8. #8
    Member
    Join Date
    Apr 2006
    Location
    Tennessee
    Posts
    3,568

    Default

    Used them in the 70's and no doubt they will go places an ATV can not. Ride rough, very rough. Never tried dragging anything behind it but very difficult to carry a load on it. Even if carrying the weight in a back pack it would tend to make the rig top heavy and easy to tip.
    Tennessee

  9. #9
    Member rimfirematt's Avatar
    Join Date
    Apr 2006
    Location
    Eagle River
    Posts
    2,133

    Default

    Oh and I forgot to add sidehilling is something else you can do with these that is a great advantage. they are pretty cool. Now Im starting to miss mine. I sold mine thinking I was going to get a tw200 next summer and try it out. Everywhere I went and want to go, I think I could do it just the same on a more comfortable,affordable,faster and queit tw200. But we will see I guess

  10. #10
    Member AKFishOn's Avatar
    Join Date
    May 2006
    Location
    Eagle River (Home!)
    Posts
    1,285

    Default

    Not the same as a 2 wheel drive Rokon but anyone remember the fat cat bikes, once in MT we were hunting Elk in late season and we had about a 1 and 1/2 walk through a foot of powder with drifts to get to the hunting area, after harvesting a nice cow the land owner who welcomed us shooting one of the Elk that was eating his hay stacks drove up in his fat cat and pulled the mid sized cow back to the truck as my friend and dredged through the snow back to the truck. They were also a niche bike that rode better and was a lot lighter than a Rokon expect the stopped making them and now if you can find them they are expensive.

  11. #11
    Member
    Join Date
    Oct 2010
    Location
    Sandpoint, ID
    Posts
    1,974

    Default

    +1 on the TW200.

    I have a 91 TW200 with the kick start and electric start and it will take me anywhere (except deep mud) that I care to go. It also is tagged and can run on the road if I want. It will not go where a Rokon will but then it does pretty well.

    If it was a little lighter it could go into a canoe or jon boat and really extend the use to places accessable by boat. My wife says I'm stupid but I've thought of mounting my receiver hitch carrier from my truck on a side by side to haul the bike way off road and explore on it an leave the big machine in camp....I think it is a great idea.

    I have been looking for a cheap Rokon for a couple years but I guess when it comes right down to it....the TW will pretty much do what I need.

  12. #12

    Default

    Rokon = Roughest most exhausting outfit I have ever attempted, period.

  13. #13
    Member ironartist's Avatar
    Join Date
    Jun 2006
    Location
    Meadow Lakes
    Posts
    1,182

    Default

    Quote Originally Posted by 68 Bronco View Post
    Rokon = Roughest most exhausting outfit I have ever attempted, period.
    Guess some of us have got it and some don't, I can ride a bucking horse too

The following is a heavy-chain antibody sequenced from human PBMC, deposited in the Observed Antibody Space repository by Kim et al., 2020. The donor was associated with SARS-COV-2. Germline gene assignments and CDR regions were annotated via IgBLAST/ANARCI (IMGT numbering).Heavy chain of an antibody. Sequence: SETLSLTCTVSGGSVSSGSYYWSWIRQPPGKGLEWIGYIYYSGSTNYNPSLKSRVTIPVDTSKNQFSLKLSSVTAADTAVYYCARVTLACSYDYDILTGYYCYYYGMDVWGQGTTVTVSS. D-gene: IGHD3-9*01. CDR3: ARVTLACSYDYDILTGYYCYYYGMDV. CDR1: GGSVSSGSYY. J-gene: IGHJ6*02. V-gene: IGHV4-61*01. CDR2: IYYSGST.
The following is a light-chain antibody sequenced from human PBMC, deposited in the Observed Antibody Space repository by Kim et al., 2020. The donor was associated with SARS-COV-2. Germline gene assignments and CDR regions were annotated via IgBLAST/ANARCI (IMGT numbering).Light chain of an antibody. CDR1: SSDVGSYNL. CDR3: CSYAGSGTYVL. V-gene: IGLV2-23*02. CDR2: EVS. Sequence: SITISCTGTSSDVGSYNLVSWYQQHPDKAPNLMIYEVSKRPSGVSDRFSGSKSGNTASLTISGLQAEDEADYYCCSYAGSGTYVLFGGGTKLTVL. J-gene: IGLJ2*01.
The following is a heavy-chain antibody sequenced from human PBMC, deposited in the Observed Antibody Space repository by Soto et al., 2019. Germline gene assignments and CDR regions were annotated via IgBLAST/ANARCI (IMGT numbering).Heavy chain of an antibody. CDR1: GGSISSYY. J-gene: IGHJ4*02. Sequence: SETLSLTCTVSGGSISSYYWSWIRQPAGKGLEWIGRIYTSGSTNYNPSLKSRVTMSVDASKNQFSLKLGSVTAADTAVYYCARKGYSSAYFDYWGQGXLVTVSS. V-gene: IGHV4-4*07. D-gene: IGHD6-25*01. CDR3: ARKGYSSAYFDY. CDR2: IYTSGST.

Visions Steel/841-WELD(9353)
    "Rebellion is in my blood, I was born an American"
    Μολών λαβέ

  14. #14

    Default

    Quote Originally Posted by ironartist View Post
    Guess some of us have got it and some don't, I can ride a bucking horse too
    Done my share of riding critters, tractors, Spanish dirt bikes, etc. You can have all the Rokons, IMO - plus I am not at all concerned whether or not I 'have got it', or not, at my age - impertinent.
    I guess you could say I 'have had it'.


    I did read down below that the suspensions were upgraded at some point .................

  15. #15
    Member PatrickH's Avatar
    Join Date
    Apr 2006
    Location
    Eagle River, AK
    Posts
    253

    Default

    I have two of the two-stroke Rokons. One has an upgraded hemi engine that has significantly more power. Most of the above info is true. They ride rough (no suspension except soft tires) and the two-strokes are loud. Most have a top speed of about 20mph, which is faster than you want to go when the going gets rough. The hemi will go 35 on a flat trail, but it still won't keep up with most 4 wheelers. However flat trail is not what they are made for. When the trail gets tough or disappears, the Rokon will leave the 4 wheelers behind.
    I like mine because I can carry it on a hitch hauler, so I don't need a trailer. It is also light enough to pick up. I have never been stuck on one, but if it came down to it you could simply lift it out of the mire. They will carry anything you can put on them, but it can be tough to keep them upright with a heavy load. I have known guys who have hauled moose on a trailer behind a Rokon and guys who have hauled elk strapped to the top of a Rokon. Having to use a trailer for hauling is a disadvantage. Being able to carry a passenger and sidehill is an advantage.
    However for most people a 4 wheeler is better. The 4 wheelers are faster, quieter, easier to ride and go anywhere most people want to go. I think the majority of 4x4 riders never leave the road or a good trail anyway. If you want to get into really rough terrain and are willing to get a workout every time you ride one, then a Rokon might work out for you.
    You can get more information at Rokon World http://www.rokonworld.com/
    Patrick

Bookmarks

Posting Permissions

  • You may not post new threads
  • You may not post replies
  • You may not post attachments
  • You may not edit your posts
  •